When it comes to tea, the British may be on to something. Several recent studies suggest that chemicals in tea may help reduce the risk of several chronic diseases such as cancer, diabetes, and cardiovascular disease (CVD). These flavonoids also appear to support bone health in postmenopausal women.
There are many types of tea. White, oolong, green, and black teas all come from a plant called Camellia sinensis, but are processed differently to achieve different levels of oxidation. White tea has undergone minimal oxidation and black tea has undergone maximum oxidation. When green tea is fermented to make black tea, the reaction causes the simple flavonoids found in green tea, called catechins, to form more complex flavonoids, called theaflavins and thearubigins.
“In the process of making black tea, the green tea leaves are crushed up and undergo a chemical reaction, so the tea develops that orange color and flavor characteristic of black tea,” Joshua Lambert, an assistant professor in the department of food science at Pennsylvania State University tells TheDoctor. That orange color is indicative of the formation of theaflavins.
You should think of tea as a plant food, says Jeffrey Blumberg, a professor of nutrition science and policy at Tufts University. It is just like other plant foods, such as fruits and vegetables, and whole grains that we are so often told to eat. Not only do plant foods contain vitamins, minerals, and fiber, they also contain phytochemicals, such as flavonoids, which belong to a class of phytochemicals called polyphenols.
Drinking tea is a little like having a serving of fruits and vegetables. All teas from C. sinensis naturally contain between 100 to 300 mg of flavonoids per serving when prepared at about 1.0 gram of tea per 200 mL water (about 6.8 ounces), says Blumberg. “The simple bottom line is that tea is a healthy beverage, and that you should choose it more often, or at least start to drink some if you don’t,” Blumberg told the TheDoctor.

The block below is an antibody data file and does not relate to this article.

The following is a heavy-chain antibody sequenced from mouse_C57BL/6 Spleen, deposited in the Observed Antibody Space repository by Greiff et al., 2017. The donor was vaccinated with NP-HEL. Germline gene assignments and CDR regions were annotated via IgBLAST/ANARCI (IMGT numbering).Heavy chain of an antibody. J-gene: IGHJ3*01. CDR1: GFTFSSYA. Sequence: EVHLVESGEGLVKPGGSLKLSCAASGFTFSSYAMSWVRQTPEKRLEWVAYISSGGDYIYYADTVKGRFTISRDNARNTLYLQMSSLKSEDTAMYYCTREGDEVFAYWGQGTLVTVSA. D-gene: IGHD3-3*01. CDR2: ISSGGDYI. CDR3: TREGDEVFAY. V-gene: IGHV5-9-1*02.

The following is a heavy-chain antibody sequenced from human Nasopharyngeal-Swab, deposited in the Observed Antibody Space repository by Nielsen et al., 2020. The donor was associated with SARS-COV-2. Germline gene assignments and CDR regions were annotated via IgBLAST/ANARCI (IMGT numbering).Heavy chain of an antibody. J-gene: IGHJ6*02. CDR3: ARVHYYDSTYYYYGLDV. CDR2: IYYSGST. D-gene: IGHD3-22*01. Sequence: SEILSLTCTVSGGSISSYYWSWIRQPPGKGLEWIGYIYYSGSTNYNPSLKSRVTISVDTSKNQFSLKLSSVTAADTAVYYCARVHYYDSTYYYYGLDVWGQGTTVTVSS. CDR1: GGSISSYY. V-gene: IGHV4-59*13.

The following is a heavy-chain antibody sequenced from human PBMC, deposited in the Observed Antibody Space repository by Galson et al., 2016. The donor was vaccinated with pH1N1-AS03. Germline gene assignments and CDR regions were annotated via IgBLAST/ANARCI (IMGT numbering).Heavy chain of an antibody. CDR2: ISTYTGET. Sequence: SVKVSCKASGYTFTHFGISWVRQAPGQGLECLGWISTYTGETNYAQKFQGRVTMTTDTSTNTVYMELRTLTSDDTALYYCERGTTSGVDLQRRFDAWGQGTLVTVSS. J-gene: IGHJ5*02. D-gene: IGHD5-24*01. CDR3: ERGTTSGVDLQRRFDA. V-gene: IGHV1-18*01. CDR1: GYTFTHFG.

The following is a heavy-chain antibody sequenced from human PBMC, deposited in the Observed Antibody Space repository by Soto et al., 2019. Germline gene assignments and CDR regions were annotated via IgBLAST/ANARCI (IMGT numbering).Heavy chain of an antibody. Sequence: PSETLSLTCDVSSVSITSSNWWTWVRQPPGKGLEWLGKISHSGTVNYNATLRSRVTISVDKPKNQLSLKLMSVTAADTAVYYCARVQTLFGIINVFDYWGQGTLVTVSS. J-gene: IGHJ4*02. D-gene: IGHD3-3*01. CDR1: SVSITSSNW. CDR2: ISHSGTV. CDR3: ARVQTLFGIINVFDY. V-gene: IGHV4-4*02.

When green tea is fermented to make black tea, the reaction causes the simple flavonoids found in green tea, called catechins, to form more complex flavonoids, called theaflavins and thearubigins.
Red wine and dark chocolate also contain flavonoids. But they pack a caloric punch. If you want a zero calorie source of a number of flavonoids, grab a cup of tea, advises Blumberg. “Whatever you drink per day, double it.” For iced tea, which is usually more diluted, make a full-strength cup and then add the ice to maximize the flavonoid concentration.
The longer tea is left to steep, the more flavonoids will be extracted from the leaf of the plant, until it reaches a saturation point, and flavonoids are no longer moving out of the leaves, Lambert says. Steeping temperature and the number of times lea leaves are used also have an effect on the concentration of flavonoids.
The flavonoids in tea exert antioxidant and anti-inflammatory direct or indirect effects against the inflammation that underlies the disease processes of conditions such as hypertension and cancer. Flavonoids either directly scavenge free radicals that can lead to inflammation or turn on enzymes that will do so. They can also turn off enzymes that form reactive oxygen species, molecules that cause inflammation.